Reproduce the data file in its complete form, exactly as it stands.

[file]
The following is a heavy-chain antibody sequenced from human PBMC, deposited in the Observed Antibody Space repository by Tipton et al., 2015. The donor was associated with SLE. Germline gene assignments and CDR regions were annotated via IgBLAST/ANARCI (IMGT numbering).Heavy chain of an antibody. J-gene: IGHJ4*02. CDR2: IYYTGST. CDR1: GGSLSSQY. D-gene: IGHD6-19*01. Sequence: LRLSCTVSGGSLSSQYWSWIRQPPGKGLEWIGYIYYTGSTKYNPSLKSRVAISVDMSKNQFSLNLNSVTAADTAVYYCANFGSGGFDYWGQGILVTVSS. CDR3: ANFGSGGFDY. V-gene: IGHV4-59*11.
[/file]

The following is a heavy-chain antibody sequenced from human PBMC, deposited in the Observed Antibody Space repository by Tipton et al., 2015. The donor was associated with SLE. Germline gene assignments and CDR regions were annotated via IgBLAST/ANARCI (IMGT numbering).Heavy chain of an antibody. J-gene: IGHJ4*02. CDR2: IYYTGST. CDR1: GGSLSSQY. D-gene: IGHD6-19*01. Sequence: LRLSCTVSGGSLSSQYWSWIRQPPGKGLEWIGYIYYTGSTKYNPSLKSRVAISVDMSKNQFSLNLNSVTAADTAVYYCANFGSGGFDYWGQGILVTVSS. CDR3: ANFGSGGFDY. V-gene: IGHV4-59*11.